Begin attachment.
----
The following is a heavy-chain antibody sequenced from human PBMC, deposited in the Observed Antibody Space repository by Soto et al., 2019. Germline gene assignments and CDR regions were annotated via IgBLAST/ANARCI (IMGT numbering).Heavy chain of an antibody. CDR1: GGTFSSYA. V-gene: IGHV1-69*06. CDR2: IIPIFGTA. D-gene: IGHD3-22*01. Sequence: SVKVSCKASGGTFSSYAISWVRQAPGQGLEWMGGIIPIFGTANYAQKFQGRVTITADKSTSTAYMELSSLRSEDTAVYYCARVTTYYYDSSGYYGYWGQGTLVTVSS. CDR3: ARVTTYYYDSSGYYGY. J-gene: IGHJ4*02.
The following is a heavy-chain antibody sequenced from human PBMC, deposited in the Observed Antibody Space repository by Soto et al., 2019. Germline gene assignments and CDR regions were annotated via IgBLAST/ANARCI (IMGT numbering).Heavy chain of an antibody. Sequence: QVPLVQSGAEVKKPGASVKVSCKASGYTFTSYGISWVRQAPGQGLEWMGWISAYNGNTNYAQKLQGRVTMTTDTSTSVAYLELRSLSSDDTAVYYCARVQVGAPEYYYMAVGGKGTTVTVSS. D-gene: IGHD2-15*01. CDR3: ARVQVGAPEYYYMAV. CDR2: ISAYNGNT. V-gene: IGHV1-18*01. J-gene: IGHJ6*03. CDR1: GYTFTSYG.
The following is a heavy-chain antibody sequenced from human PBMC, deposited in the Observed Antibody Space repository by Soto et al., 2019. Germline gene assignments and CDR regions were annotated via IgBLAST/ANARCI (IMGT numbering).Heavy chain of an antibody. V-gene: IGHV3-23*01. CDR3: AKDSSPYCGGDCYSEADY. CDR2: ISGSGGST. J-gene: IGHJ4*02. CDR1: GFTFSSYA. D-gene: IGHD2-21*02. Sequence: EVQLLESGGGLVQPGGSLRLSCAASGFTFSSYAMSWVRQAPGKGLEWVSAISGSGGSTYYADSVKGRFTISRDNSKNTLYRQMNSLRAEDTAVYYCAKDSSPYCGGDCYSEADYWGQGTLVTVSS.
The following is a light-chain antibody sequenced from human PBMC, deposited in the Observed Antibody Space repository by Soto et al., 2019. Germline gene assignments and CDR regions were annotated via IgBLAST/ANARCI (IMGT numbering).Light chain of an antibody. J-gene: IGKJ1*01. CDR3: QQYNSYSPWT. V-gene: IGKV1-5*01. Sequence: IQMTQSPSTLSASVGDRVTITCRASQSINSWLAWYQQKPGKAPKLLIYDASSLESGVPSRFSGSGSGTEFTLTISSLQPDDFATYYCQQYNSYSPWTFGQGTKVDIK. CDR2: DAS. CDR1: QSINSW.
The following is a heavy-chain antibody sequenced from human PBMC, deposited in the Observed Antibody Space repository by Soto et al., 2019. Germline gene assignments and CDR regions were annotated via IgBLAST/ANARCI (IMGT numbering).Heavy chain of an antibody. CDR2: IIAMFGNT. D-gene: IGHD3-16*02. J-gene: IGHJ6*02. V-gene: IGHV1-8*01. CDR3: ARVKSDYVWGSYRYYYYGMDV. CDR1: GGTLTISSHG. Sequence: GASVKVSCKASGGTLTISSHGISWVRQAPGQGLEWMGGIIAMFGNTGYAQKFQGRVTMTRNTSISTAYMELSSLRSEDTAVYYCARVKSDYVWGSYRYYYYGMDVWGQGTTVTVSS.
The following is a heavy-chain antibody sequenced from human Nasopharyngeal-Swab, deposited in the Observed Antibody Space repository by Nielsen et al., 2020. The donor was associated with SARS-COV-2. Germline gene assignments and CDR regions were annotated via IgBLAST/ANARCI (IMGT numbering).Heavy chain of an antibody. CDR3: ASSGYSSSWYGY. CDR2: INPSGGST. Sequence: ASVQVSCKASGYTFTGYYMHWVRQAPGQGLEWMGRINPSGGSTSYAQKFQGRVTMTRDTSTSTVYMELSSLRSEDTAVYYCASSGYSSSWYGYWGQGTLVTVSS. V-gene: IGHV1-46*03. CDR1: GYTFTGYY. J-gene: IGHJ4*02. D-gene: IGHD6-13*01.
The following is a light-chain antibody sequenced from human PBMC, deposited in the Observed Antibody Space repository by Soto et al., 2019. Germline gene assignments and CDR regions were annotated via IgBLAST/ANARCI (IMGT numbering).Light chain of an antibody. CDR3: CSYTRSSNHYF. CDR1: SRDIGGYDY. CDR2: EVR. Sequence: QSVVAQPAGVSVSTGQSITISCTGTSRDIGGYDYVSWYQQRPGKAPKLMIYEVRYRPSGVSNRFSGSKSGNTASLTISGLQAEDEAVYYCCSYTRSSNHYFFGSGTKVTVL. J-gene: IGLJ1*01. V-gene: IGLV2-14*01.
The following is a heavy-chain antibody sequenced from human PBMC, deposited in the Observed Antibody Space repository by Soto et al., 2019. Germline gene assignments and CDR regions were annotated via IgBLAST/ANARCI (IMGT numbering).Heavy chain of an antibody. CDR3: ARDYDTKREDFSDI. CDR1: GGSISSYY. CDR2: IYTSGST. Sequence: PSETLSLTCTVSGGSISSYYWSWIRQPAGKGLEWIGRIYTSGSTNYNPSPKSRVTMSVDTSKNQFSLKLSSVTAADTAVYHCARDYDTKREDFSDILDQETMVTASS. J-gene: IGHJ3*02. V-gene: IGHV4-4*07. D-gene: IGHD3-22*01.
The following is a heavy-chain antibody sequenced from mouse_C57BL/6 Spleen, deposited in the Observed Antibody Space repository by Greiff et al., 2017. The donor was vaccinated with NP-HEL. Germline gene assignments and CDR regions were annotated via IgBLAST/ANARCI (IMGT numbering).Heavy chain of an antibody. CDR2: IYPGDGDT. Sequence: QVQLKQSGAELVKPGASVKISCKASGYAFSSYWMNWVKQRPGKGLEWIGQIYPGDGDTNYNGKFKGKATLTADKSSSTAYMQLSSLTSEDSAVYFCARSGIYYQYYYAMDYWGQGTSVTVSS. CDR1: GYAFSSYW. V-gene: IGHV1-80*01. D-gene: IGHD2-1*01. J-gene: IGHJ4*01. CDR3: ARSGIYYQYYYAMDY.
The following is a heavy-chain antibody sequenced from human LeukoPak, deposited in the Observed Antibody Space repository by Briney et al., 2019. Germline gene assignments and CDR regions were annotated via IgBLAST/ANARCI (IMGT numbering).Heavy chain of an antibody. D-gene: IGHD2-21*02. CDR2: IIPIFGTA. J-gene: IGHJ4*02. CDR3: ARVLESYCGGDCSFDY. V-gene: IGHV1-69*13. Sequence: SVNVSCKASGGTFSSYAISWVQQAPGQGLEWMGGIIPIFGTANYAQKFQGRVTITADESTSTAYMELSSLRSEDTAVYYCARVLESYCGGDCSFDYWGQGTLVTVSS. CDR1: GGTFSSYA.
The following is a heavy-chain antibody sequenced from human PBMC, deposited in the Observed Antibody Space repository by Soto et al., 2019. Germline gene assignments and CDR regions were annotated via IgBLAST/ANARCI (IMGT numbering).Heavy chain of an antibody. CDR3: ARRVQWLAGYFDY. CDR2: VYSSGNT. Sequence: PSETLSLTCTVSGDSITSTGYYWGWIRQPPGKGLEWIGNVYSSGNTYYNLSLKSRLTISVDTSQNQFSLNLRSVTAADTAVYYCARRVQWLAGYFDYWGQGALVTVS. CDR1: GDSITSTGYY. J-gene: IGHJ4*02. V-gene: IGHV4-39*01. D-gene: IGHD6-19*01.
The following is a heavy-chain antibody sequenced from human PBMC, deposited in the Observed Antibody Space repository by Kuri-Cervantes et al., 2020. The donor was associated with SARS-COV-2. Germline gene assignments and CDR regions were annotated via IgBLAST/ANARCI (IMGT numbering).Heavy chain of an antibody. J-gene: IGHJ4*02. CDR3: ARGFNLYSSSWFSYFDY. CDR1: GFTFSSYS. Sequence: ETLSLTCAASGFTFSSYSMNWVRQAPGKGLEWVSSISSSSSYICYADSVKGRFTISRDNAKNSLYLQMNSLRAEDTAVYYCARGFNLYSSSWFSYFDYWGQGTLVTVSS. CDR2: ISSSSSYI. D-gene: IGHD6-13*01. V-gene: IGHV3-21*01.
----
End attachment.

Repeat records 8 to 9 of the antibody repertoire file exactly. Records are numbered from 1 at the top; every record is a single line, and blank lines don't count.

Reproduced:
The following is a heavy-chain antibody sequenced from human PBMC, deposited in the Observed Antibody Space repository by Soto et al., 2019. Germline gene assignments and CDR regions were annotated via IgBLAST/ANARCI (IMGT numbering).Heavy chain of an antibody. CDR3: ARDYDTKREDFSDI. CDR1: GGSISSYY. CDR2: IYTSGST. Sequence: PSETLSLTCTVSGGSISSYYWSWIRQPAGKGLEWIGRIYTSGSTNYNPSPKSRVTMSVDTSKNQFSLKLSSVTAADTAVYHCARDYDTKREDFSDILDQETMVTASS. J-gene: IGHJ3*02. V-gene: IGHV4-4*07. D-gene: IGHD3-22*01.
The following is a heavy-chain antibody sequenced from mouse_C57BL/6 Spleen, deposited in the Observed Antibody Space repository by Greiff et al., 2017. The donor was vaccinated with NP-HEL. Germline gene assignments and CDR regions were annotated via IgBLAST/ANARCI (IMGT numbering).Heavy chain of an antibody. CDR2: IYPGDGDT. Sequence: QVQLKQSGAELVKPGASVKISCKASGYAFSSYWMNWVKQRPGKGLEWIGQIYPGDGDTNYNGKFKGKATLTADKSSSTAYMQLSSLTSEDSAVYFCARSGIYYQYYYAMDYWGQGTSVTVSS. CDR1: GYAFSSYW. V-gene: IGHV1-80*01. D-gene: IGHD2-1*01. J-gene: IGHJ4*01. CDR3: ARSGIYYQYYYAMDY.